The updated VLC is once more vulnerable to remote code execution, meaning that the software-operated malicious video might crash or joyfully malware the media player on the host machine.
Nevertheless, the developers of the open-source app, which has literally been downloaded thousands of times and used by countless networks, disputed this claim, saying that program errors cannot be used.
NIST of the U.S. government documented a “critical” heap buffer overflow referred to as CVE-2019-13615, allegedly present and unpatched in the most recent official VLC version 220.127.116.11. It is claimed that you can trump a victim into opening a booby-trapped VLC video that triggers a cockup that leads either to a harmless crash or to the execution of bad code. The flaw is, we are told, and present in the player builds Linux, UNIX and Windows.
According to NIST:
VideoLAN VLC media player 18.104.22.168 has a heap-based buffer over-read in mkv::demux_sys_t::FreeUnused() in modules/demux/mkv/demux.cpp when called from mkv::Open in modules/demux/mkv/mkv.cpp.
While the flaw in their databases was both identified as dangerous and usable by the CERT and NIST in Germany, VLC developers pump the brakes in panic over their vulnerability.
In a CVE-2019-13615 bug-tracking ticket, the lead VideoLAN developer Jean-Baptiste Kempf said he couldn’t recreate the crash with a proof-of-concept. MP4 video, provided four weeks ago by a security researcher who was supposed to crack the latest VLC releases, 22.214.171.124. He couldn’t crash older 3.0.6 and progressive releases like 3.0.8, he reported.
“This doesn’t crash a normal VLC 126.96.36.199 release,” Kempf added. “Sorry, this bug is not reproducible and VLC does not crash at all.” Francois Cartegnie, the VLC developer, was even blunter today.
“If you land on this ticket through a news article claiming a critical flaw in VLC, I suggest you to read the above comment first and reconsider your (fake) news sources.”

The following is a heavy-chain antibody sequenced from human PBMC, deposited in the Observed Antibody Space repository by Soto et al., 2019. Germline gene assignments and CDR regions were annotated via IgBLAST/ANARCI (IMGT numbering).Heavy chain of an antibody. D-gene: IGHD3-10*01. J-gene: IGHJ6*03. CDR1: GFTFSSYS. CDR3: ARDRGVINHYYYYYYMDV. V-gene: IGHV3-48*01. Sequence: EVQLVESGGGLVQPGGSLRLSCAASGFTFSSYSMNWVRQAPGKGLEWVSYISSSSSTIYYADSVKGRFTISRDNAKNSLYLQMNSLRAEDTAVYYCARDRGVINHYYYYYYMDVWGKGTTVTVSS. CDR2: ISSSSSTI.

When The Register attempted to play the VLC version 3.0.7 Vetinari (3.0.7-0-g86cee31099) proof-of-concept.MP4 on Linux, the player crashed with a segmentation error. There is confusion about what Kempf meant by “do not crash”–since it certainly crashes –and whether the bug is not reproducible means it cannot or cannot run remote code.
It would appear that the crashy. MP4 was generated by an automated VLC-compatible bug-hunting fuzzer. El Reg has asked for further comments from VLC developers at VideoLan and will update the story if we hear it.
There is no patch yet, although one is said to be coming.
Whether the default can be confirmed or not, the clash should be used by users and admits that media plugins and players like VLC can and should have security vulnerabilities and should be regularly updated to prevent hackers from exploiting bugs within the code.
Earlier this year, veteran Patrick Wardle from Apple Security Research explained how attackers can use VLC and other legacy applications as entry points for attackers looking to overcome new security protections in MacOS. The software itself is not vulnerable in this scenario, but instead has privileges that allow a malicious plugin to find vulnerable system components. A bunch of flaws in VLC have been recently patched by Media Player Maker in version 188.8.131.52. ®
Updated to add
The developers of VLC maintain that they are not faulty, that their software is not vulnerable, and nothing needs to be fixed: use the latest version of the media player with its latest libraries, and you should be ok. The problem lies in the libebml that has been resolved since then. Distros who use an out – of-date libebml will thus at least have a crash with video proof-of-concept.MP4.